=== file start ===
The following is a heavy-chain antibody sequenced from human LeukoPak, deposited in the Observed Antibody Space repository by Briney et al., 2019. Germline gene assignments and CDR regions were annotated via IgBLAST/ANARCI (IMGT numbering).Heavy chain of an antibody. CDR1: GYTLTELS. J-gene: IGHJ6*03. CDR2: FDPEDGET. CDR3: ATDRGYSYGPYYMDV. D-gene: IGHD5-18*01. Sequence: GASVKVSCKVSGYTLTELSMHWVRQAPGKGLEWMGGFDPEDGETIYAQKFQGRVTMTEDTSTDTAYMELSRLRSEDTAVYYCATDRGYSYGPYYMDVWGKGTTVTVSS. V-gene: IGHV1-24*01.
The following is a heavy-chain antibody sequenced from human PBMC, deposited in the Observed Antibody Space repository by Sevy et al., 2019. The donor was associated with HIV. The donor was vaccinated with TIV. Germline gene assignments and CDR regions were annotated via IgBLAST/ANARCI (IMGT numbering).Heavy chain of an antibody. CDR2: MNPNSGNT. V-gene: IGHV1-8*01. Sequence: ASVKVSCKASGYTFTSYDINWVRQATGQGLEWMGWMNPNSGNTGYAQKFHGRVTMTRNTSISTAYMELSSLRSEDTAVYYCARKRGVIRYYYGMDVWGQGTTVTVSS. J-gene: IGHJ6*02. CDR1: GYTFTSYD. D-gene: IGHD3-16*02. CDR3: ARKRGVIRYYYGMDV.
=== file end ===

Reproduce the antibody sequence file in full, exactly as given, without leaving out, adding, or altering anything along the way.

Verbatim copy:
The following is a heavy-chain antibody sequenced from human LeukoPak, deposited in the Observed Antibody Space repository by Briney et al., 2019. Germline gene assignments and CDR regions were annotated via IgBLAST/ANARCI (IMGT numbering).Heavy chain of an antibody. CDR1: GYTLTELS. J-gene: IGHJ6*03. CDR2: FDPEDGET. CDR3: ATDRGYSYGPYYMDV. D-gene: IGHD5-18*01. Sequence: GASVKVSCKVSGYTLTELSMHWVRQAPGKGLEWMGGFDPEDGETIYAQKFQGRVTMTEDTSTDTAYMELSRLRSEDTAVYYCATDRGYSYGPYYMDVWGKGTTVTVSS. V-gene: IGHV1-24*01.
The following is a heavy-chain antibody sequenced from human PBMC, deposited in the Observed Antibody Space repository by Sevy et al., 2019. The donor was associated with HIV. The donor was vaccinated with TIV. Germline gene assignments and CDR regions were annotated via IgBLAST/ANARCI (IMGT numbering).Heavy chain of an antibody. CDR2: MNPNSGNT. V-gene: IGHV1-8*01. Sequence: ASVKVSCKASGYTFTSYDINWVRQATGQGLEWMGWMNPNSGNTGYAQKFHGRVTMTRNTSISTAYMELSSLRSEDTAVYYCARKRGVIRYYYGMDVWGQGTTVTVSS. J-gene: IGHJ6*02. CDR1: GYTFTSYD. D-gene: IGHD3-16*02. CDR3: ARKRGVIRYYYGMDV.